The Healthy Students, Healthy Saugus program provides a weekend supply of nutritious food for each eligible child when free and reduced-price school lunches and breakfasts are not available to them on the weekends and during other school breaks.
The program is run by Whitsons Food Services, the School Department’s current food service provider, and a group of volunteers. It is becoming increasingly important as the number of economically disadvantaged families in the public school system is going up, said DeRuosi.
"There are a lot of people in need right now," said DeRuosi in an interview Monday afternoon. "There are mixed messages, because more people are working but they're living paycheck to paycheck and food insecurity is real."
About 47 percent of Saugus elementary school students are considered economically disadvantaged and 1,200 to 1,300 children qualify for a free or reduced-price lunches.
According to Feeding America, a hunger relief nonprofit, 12.9 million children lived in food-insecure households in 2016. About 13.3 million, or about 18 percent of children in the United States, lived in poverty.
During the 2015 federal fiscal year, 22 million low-income children received daily free or reduced-price meals through the National School Lunch Program. Meanwhile, fewer than 4 million children participated daily in the Summer Food Service Program and Seamless Summer Option.
What many people don’t recognize, said DeRuosi, is that food-insecure households are not necessarily struggling every day.
When people are living paycheck to paycheck and experience unexpected costs, such as their car or heating system breaking down, often they have to sacrifice buying food, he said.
York Ford, Wheelabrator Saugus, The Rotary Club, Stop & Shop, and individual donors have stepped in to make monetary donations. The most recent donor, Saberia Bosak of J & S Jewelry in Cliftondale Square, donated $400 in gift cards on Monday afternoon.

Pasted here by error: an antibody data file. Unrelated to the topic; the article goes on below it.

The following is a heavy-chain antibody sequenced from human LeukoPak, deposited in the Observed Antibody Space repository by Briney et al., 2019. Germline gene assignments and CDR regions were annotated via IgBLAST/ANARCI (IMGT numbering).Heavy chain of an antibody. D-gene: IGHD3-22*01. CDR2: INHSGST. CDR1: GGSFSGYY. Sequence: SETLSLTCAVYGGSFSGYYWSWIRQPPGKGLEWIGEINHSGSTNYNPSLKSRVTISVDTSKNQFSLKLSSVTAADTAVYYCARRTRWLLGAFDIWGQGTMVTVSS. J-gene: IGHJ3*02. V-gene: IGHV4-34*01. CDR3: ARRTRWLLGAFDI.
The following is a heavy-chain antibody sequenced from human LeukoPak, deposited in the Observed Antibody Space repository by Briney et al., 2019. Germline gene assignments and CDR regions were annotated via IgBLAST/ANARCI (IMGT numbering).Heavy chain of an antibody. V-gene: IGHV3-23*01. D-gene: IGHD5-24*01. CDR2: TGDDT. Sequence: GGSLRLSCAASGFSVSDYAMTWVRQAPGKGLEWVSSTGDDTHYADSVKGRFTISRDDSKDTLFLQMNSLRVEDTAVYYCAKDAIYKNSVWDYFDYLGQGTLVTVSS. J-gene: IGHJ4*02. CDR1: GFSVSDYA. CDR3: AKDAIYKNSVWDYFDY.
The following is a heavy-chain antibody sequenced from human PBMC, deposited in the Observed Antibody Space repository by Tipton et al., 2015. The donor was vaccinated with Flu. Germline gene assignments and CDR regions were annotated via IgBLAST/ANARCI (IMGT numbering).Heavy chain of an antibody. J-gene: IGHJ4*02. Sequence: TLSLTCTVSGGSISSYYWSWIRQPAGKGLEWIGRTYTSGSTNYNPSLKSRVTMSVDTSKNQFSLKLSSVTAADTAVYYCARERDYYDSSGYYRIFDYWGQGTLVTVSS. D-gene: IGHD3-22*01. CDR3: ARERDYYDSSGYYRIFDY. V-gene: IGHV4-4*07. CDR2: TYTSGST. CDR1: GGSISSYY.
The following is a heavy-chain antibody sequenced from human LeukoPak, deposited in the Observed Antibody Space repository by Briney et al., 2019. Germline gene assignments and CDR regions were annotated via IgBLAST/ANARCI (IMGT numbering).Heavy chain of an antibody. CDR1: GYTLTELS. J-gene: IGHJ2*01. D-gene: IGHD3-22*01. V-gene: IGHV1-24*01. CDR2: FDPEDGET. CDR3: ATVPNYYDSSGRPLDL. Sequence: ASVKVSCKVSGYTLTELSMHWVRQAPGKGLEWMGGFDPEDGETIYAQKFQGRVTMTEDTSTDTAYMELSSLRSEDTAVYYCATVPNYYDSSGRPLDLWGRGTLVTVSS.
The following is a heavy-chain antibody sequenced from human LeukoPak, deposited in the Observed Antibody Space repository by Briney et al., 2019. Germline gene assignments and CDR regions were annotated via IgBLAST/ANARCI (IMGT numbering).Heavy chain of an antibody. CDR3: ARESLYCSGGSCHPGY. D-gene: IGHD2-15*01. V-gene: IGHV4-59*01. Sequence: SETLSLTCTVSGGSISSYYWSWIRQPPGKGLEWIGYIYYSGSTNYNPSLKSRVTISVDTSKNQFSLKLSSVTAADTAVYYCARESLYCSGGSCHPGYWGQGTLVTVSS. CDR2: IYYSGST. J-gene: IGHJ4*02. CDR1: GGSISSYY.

"There are so many families and kids that need help right now," said Bosak.
Bosak leads the Zonta Club, a Chelsea-based all-woman humanitarian group that raises and donates money to hunger- and domestic abuse-related causes several times a year.
"I'm a Saugus resident and my business is in Saugus. I said 'I want to (help) Saugus, too,'" she said.
Bags of food were distributed for the fifth time on Tuesday. This week, an additional bag of food was given out to help with extra time students are out of school for Thanksgiving.
Brown bags are put together by volunteers on Thursday nights and contain two breakfasts, two lunches, two snacks, one can of vegetables, and one can of fruit. All items are nonperishable so families can stockpile the items they don’t use. Ideally, there is enough food in each bag to help the family members in the household, not just the student, said DeRuosi.
The bags are picked up on Friday mornings at the volunteer sites, many of which are parishes across town, and brought to each of the elementary schools.
Principals and two school liaisons who float across all the town’s public schools help identify students who could benefit from the program and get in contact with parents.
Parents can stop by their child’s school office on Fridays during pick-up to grab a bag.
About 55 families are being served by the program. DeRuosi said the goal is to help 75.